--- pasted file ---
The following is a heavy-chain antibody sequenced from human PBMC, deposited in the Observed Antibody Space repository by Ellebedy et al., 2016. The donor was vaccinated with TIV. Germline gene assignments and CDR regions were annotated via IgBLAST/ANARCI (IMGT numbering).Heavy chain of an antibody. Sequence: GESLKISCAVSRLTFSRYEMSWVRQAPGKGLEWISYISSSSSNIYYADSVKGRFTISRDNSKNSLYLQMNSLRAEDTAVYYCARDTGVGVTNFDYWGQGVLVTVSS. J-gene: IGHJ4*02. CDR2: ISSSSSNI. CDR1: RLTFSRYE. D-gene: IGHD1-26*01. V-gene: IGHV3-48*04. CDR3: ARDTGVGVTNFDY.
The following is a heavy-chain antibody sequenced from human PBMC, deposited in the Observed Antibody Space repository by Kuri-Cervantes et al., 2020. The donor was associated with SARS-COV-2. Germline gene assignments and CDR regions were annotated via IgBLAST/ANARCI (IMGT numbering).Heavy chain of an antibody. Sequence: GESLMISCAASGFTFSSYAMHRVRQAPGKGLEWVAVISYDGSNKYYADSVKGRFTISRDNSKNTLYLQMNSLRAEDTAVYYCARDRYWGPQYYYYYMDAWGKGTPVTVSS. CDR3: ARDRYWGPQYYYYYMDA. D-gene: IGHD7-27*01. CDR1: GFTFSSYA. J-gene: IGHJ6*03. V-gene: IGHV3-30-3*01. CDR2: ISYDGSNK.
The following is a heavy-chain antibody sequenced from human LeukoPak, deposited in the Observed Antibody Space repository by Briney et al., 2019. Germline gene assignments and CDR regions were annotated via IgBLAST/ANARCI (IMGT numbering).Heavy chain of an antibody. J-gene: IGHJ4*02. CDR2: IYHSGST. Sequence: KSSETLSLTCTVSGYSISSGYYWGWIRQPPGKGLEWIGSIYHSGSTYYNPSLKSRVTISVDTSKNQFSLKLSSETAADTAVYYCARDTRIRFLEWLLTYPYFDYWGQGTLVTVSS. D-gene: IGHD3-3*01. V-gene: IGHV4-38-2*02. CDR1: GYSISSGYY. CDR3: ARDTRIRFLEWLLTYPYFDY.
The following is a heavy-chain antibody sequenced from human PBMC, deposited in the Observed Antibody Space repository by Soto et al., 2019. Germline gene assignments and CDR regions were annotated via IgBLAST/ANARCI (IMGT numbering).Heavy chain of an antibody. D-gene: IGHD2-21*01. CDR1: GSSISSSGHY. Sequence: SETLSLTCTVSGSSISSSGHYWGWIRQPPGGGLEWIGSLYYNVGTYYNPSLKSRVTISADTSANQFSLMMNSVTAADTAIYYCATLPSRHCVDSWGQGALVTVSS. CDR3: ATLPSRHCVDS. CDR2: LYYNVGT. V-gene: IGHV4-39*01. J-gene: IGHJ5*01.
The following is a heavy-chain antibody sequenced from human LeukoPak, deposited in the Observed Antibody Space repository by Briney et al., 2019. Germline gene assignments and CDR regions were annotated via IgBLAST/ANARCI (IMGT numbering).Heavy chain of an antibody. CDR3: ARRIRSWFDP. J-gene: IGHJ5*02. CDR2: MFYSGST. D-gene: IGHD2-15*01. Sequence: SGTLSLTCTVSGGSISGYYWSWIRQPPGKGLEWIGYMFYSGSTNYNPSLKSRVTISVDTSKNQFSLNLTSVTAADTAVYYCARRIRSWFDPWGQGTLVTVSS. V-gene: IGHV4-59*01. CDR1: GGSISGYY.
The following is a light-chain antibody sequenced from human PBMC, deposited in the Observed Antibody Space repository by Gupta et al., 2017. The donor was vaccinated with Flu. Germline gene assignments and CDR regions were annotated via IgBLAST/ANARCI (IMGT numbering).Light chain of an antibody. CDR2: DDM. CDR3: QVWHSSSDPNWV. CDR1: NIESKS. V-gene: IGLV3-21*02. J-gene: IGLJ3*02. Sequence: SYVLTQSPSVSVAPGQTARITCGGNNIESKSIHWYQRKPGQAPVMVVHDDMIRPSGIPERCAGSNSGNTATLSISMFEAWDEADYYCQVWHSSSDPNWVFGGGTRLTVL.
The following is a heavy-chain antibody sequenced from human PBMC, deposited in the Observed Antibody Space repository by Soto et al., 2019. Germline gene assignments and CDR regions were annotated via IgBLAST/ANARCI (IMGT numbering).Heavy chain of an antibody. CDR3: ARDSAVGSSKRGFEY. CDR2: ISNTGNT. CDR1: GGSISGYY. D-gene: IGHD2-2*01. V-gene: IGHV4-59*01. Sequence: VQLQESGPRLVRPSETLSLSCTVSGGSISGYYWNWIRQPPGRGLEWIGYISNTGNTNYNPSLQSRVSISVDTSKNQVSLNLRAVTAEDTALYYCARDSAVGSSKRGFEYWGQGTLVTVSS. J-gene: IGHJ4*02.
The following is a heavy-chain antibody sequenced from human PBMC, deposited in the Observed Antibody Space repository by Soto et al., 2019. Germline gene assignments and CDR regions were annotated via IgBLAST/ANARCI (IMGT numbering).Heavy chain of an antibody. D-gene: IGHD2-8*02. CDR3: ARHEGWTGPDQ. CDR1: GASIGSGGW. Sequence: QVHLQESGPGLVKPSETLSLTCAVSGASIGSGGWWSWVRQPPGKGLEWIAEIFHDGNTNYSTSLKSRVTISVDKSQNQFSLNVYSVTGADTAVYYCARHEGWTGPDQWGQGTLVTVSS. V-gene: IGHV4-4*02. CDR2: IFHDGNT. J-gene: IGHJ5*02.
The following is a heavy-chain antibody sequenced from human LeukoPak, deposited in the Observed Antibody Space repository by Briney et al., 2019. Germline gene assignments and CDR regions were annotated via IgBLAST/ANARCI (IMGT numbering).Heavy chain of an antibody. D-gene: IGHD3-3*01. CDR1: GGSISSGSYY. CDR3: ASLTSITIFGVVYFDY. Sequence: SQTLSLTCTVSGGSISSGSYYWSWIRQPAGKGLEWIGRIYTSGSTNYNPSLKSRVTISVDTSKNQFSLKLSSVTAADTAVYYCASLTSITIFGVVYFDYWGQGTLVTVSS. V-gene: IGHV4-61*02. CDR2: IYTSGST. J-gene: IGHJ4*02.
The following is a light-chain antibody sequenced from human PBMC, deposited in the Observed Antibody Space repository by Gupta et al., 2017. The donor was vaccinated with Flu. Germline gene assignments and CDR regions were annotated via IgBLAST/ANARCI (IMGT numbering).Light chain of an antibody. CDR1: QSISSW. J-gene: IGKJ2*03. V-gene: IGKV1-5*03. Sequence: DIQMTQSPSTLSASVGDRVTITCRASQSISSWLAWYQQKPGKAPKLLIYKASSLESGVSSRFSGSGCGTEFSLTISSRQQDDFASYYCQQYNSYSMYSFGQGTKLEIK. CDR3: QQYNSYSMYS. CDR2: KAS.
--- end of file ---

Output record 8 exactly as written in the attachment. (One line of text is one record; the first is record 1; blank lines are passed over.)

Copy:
The following is a heavy-chain antibody sequenced from human PBMC, deposited in the Observed Antibody Space repository by Soto et al., 2019. Germline gene assignments and CDR regions were annotated via IgBLAST/ANARCI (IMGT numbering).Heavy chain of an antibody. D-gene: IGHD2-8*02. CDR3: ARHEGWTGPDQ. CDR1: GASIGSGGW. Sequence: QVHLQESGPGLVKPSETLSLTCAVSGASIGSGGWWSWVRQPPGKGLEWIAEIFHDGNTNYSTSLKSRVTISVDKSQNQFSLNVYSVTGADTAVYYCARHEGWTGPDQWGQGTLVTVSS. V-gene: IGHV4-4*02. CDR2: IFHDGNT. J-gene: IGHJ5*02.